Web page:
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Safaricom pays Sh24bn in final dividends early


Safaricom PLC Chief Executive Officer (CEO), Peter Ndegwa at a past event. FILE PHOTO | POOL

Safaricom has started disbursing Sh24.84 billion final dividend to shareholders two days earlier, helping boost liquidity in the economy.

Shareholders of the giant telco received their final payout on Tuesday at a rate of Sh0.62 a share, a drop of 17.33 percent compared with Sh0.75 per unit last year.

The reduced final dividend payout compared with the aggregate of Sh30.04 billion a year earlier follows a 22.2 percent decline in net profit for the full year ended March 2023.

Read: Safaricom plans to pay Sh30bn dividend August

The firm’s profit fell to Sh52.48 billion from Sh67.49 billion in the prior year, for the third year in a row, largely on the back of heavy capital investments in Ethiopia.

The National Treasury will be one of the biggest beneficiaries of the dividend windfall for its 35 percent stake in the region’s most profitable company.

The Treasury’s gross dividend pay is estimated at Sh8.69 billion for its 14.02 billion shares in the firm, a drop from Sh10.52 billion a year ago.

This will bring the total payout to Sh16.82 billion, having received Sh8.13 billion in interim dividend pay earlier in the year.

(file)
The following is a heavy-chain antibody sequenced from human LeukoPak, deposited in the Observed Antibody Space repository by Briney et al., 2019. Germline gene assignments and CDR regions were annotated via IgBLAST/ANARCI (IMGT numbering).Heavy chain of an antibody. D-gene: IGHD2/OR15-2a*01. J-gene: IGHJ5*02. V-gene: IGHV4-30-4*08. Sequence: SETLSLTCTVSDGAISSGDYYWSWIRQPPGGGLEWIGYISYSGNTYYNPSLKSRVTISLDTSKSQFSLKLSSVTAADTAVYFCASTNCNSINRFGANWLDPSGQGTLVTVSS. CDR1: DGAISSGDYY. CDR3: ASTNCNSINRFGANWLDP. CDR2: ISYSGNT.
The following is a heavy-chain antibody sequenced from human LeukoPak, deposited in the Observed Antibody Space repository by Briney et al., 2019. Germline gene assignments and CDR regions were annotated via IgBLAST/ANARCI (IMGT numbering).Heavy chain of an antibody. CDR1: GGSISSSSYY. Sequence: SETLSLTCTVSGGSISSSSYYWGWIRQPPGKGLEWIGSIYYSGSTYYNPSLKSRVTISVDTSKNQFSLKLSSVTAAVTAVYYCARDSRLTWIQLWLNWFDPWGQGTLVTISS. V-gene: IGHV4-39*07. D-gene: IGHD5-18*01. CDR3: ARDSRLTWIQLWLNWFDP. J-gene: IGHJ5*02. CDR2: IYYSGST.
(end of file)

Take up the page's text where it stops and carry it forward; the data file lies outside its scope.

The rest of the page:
Multinationals Vodacom Group Limited and Vodafone Group Plc will, on the other hand, share a gross payout of Sh9.92 billion for their combined 39.93 percent interest in the company, bringing total windfall for the year to Sh19.20 billion.

Overall, Safaricom’s total dividend distribution for the year in review has dropped to Sh48.08 billion from Sh55.69 billion the year before.

Safaricom's profitability, the largest in the East and Central African region, was also impacted by a “slowdown in business operations due to the elections period, increase in excise duty on sim cards and mobile phones” during the financial year ended March.

The earnings were also slowed by a cut on the rate mobile phone operators charge each other for interconnecting customers at a time it was spending heavily on entry into Ethiopia.

Industry regulator Communications Authority of Kenya (CA) cut the interconnection charges, commonly referred to as mobile termination rate (MTR), from Sh0.99 to Sh0.12 to match shifts in technology that have made mobile telephony more efficient.

Read: Safaricom retains dividend payout as it enters Ethiopia

“We faced increased regulatory pressure, specifically the drop in mobile termination rates. Our customers also have lower disposable income and are seeking more value and better experience in our products and services,” Peter Ndegwa, the chief executive, said when the firm released its full-year performance on May 11.

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